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She stands a good chance of catching up with Mir Jam

Slavenka Drakulic's article is "sickly sweet, sentimental, nauseating talk coloured by propaganda", writes the Serbian painter Ljuba Popovic. She should look for "diligent" and "creative" Serbs so that she can "learn the truth".

Slavenka Drakulic's article is sickly sweet, sentimental, nauseating talk coloured by propaganda. She obviously listens to one side only.

Debating denial

The publication of Slavenka Drakulic's Eurozine essay "Why I have not returned to Belgrade" in the Serbian newspaper Politika has triggered a controversy on Serbia's responsibility for the wars in the former Yugoslavia. Read the debate in Eurozine.
A few days ago I was watching television in Paris: a French documentary, nicely done, about the Adriatic. It talked about islands, blueness, the beauty of the Kornat islands, and showed pictures of Korcula. The presenter then said that Dubrovnik, the second most beautiful town in the region after Korcula, could not be shown because the Serbs had destroyed it during the war. A lie becomes truth. It is similar to Slavenka's article about unhappy Albanians who suffered in the war only because of "bad" Serbs.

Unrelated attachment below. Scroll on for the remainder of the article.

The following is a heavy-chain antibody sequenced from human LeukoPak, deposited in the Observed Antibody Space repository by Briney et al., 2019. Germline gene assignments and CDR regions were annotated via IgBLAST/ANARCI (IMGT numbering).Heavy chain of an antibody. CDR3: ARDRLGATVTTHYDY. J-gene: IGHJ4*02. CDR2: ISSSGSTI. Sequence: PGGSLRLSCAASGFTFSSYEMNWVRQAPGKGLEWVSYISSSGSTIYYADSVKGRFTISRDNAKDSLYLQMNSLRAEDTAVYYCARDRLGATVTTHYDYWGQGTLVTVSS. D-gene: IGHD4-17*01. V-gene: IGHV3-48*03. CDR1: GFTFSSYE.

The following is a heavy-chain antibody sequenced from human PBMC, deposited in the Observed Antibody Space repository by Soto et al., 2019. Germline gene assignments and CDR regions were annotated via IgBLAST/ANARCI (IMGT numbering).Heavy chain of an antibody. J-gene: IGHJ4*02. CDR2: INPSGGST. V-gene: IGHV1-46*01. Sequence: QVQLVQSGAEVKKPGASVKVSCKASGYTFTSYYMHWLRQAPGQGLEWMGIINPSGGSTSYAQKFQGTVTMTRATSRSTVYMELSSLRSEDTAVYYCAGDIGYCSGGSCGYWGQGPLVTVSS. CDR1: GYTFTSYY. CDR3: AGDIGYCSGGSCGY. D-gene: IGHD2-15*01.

Mir Jam[1] wrote tear-jerking stories between the two world wars. Slavenka Drakulic writes tear jerking, politically coloured articles, and is not without talent.

If she dumps the politics, she would stand a good chance of catching up with Mir Jam. And she should write "in our language". The Serbs are a dignified and creative nation, proud of their history.

Like in other nations, there are black sheep among Serbs. Slavenka should look for diligent and creative people so that she can learn the truth.

Mirko Kovac, Boba Matic, Miro Glavurtic[2] left Belgrade long ago. They live, just like she, in Croatia. No one condemns them, but the best works they ever made were made in Belgrade.

Slavenka Drakulic shouldn't go to Belgrade. She should stay where she is. Afterall, what is there in Belgrade for her?


  • [1] The nom de plume of the author Milica Jakovljevic (1887-1952), often referred to as the "Serbian Jane Austen" – trans.
  • [2] Contemporary Croatian writers who lived in Belgrade – trans.

Published 2009-04-03

Original in Serbian
Translation by Alma Memic-Avdic
First published in Politika 28.03.2009 (Serbian version)

© Ljuba Popovic
© Eurozine

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